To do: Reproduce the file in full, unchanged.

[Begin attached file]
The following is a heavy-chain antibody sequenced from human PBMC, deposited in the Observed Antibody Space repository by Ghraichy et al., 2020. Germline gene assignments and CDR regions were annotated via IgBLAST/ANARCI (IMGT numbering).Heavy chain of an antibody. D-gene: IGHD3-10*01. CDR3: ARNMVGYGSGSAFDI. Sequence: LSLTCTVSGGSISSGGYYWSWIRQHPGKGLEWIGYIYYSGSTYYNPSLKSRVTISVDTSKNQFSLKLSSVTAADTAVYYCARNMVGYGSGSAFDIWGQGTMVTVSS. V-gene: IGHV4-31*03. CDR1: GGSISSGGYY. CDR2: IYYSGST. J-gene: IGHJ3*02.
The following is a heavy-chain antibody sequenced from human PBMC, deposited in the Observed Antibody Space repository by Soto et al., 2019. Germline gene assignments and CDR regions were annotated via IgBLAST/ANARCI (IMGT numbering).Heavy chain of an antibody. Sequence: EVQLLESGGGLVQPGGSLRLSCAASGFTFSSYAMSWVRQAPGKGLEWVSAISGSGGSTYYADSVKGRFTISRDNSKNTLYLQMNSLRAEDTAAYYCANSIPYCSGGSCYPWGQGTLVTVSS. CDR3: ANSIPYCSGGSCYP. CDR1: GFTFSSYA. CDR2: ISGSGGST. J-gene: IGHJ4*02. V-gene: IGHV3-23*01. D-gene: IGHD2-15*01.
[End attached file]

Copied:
The following is a heavy-chain antibody sequenced from human PBMC, deposited in the Observed Antibody Space repository by Ghraichy et al., 2020. Germline gene assignments and CDR regions were annotated via IgBLAST/ANARCI (IMGT numbering).Heavy chain of an antibody. D-gene: IGHD3-10*01. CDR3: ARNMVGYGSGSAFDI. Sequence: LSLTCTVSGGSISSGGYYWSWIRQHPGKGLEWIGYIYYSGSTYYNPSLKSRVTISVDTSKNQFSLKLSSVTAADTAVYYCARNMVGYGSGSAFDIWGQGTMVTVSS. V-gene: IGHV4-31*03. CDR1: GGSISSGGYY. CDR2: IYYSGST. J-gene: IGHJ3*02.
The following is a heavy-chain antibody sequenced from human PBMC, deposited in the Observed Antibody Space repository by Soto et al., 2019. Germline gene assignments and CDR regions were annotated via IgBLAST/ANARCI (IMGT numbering).Heavy chain of an antibody. Sequence: EVQLLESGGGLVQPGGSLRLSCAASGFTFSSYAMSWVRQAPGKGLEWVSAISGSGGSTYYADSVKGRFTISRDNSKNTLYLQMNSLRAEDTAAYYCANSIPYCSGGSCYPWGQGTLVTVSS. CDR3: ANSIPYCSGGSCYP. CDR1: GFTFSSYA. CDR2: ISGSGGST. J-gene: IGHJ4*02. V-gene: IGHV3-23*01. D-gene: IGHD2-15*01.